Sen. Ossoff Working to Prepare Coastal Georgia for Hurricane Season

Washington, D.C. –– U.S. Senator Jon Ossoff is working to prepare coastal Georgia for next year’s hurricane season, today securing a commitment from a high-level Federal Emergency Management Agency (FEMA) nominee to visit Savannah and meet with Mayor Van Johnson to better prepare Savannah and coastal Georgia for storm surge, coastal flooding, and high winds associated with tropical storms.

Sen. Ossoff is a consistent advocate for coastal Georgia communities, recently securing $12 billion in funding for coastal resiliency in Georgia and nationwide.

Erik Hooks, nominee for FEMA Deputy Administrator, committed to visiting Savannah and working with local communities to boost coastal resiliency.

Click here to watch Sen. Ossoff’s line of questioning:

Sen. Ossoff questions in Homeland Security Committee hearing.

Please find a transcript of the exchange below:

SEN. OSSOFF: “Thank you, Mr. Chairman and thank you to our panel. Congratulations on your nominations. My first question please is for you, Mr. Hooks. I’ve been consistently focused on necessary investments and preparations to improve coastal resilience in coastal Georgia to prepare for example, communities in and around Savannah, Georgia for the anticipated storm surge, coastal flooding, and high wind events associated with more intense tropical storms. Mr. Hooks, first, will you commit please, if confirmed, to traveling to coastal Georgia, sitting down with Mayor Van Johnson and other leaders in and around Savannah, Georgia as well as the rural communities, for example, across, from, and around Cumberland Island, to discuss what can be done to improve coordination between local governments and FEMA in preparation for the next storm season?”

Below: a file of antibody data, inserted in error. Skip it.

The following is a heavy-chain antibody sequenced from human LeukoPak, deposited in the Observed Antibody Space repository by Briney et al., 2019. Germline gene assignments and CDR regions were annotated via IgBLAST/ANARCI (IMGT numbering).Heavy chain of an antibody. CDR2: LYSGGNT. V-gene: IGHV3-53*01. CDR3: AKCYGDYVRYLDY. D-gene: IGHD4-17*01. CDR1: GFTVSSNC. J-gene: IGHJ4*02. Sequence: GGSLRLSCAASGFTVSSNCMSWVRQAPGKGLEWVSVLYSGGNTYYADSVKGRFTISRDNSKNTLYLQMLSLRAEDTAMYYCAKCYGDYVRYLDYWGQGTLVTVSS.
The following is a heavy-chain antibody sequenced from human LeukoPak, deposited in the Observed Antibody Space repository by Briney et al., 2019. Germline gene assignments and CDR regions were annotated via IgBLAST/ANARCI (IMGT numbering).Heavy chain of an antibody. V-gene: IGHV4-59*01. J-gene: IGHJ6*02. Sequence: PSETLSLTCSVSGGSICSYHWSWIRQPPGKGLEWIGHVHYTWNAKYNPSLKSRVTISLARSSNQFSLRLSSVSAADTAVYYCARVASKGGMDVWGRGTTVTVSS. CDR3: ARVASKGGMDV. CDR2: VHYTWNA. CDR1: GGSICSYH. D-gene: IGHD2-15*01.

MR. HOOKS: “Thank you, Senator, thank you for the question. Storm surge and other issues that impact our coasts are certainly very problematic both in Georgia as they were in North Carolina. And I do commit to visiting wherever I can and talking with you and community leaders as I can through this process to get a greater understanding of what challenges they may have and to ensure that FEMA is meeting the needs of all communities.”

SEN. OSSOFF: “Thank you so much, and would like also your comments on what steps, in your view, FEMA can take to ensure that low-income and minority communities, for example, the Gullah Geechee community in coastal Georgia –– who typically bear the brunt of natural disasters, and severe storm events –– are better prepared and receive equal and fair treatment from national disaster management authorities.”

MR. HOOKS: “Again, thank you for the question. I do believe that mitigation is the appropriate way forward. And there has been an increased focus on mitigation. And in order for mitigation to occur, there has to be a deep understanding of not just the topography and the weather patterns of a particular area, but the needs of that community. And so I believe that all entities that are involved in disaster response and recovery have a role to play. The community has to come forward with what their challenges are, states have to understand what those challenges are. And that partnership, again, has to be relayed and executed with FEMA as a Federal partner to get a deep understanding. In North Carolina, we benefited from having a FEMA integration team, which was on the ground with our emergency management that could network and get a deeper understanding of those communities and provide a great way forward to some of those rural communities. But you have to be intentional, and you have to be willing to collaborate at all levels of government and with local communities to positively impact those communities.”

SEN. OSSOFF: “Thank you Mr. Hooks. And when you come down to coastal Georgia –– and looking forward to welcoming you –– I hope as well that you’ll consider meeting with community leaders for example, Dr. Mildred McClain of Harambee House and others who are engaged daily in the business of helping prepare their communities for events like major tropical storms. Are you open to having those meetings during your visit, Mr. Hooks, with key civil society leaders and local advocates, church leaders who are helping communities prepare for natural disasters?”

MR. HOOKS: “Yes, sir. Thank you for the question. I am certainly amenable to meet with individual leaders for communities. That has been my history to learn what the challenges are and to meet folks where their need exists.”

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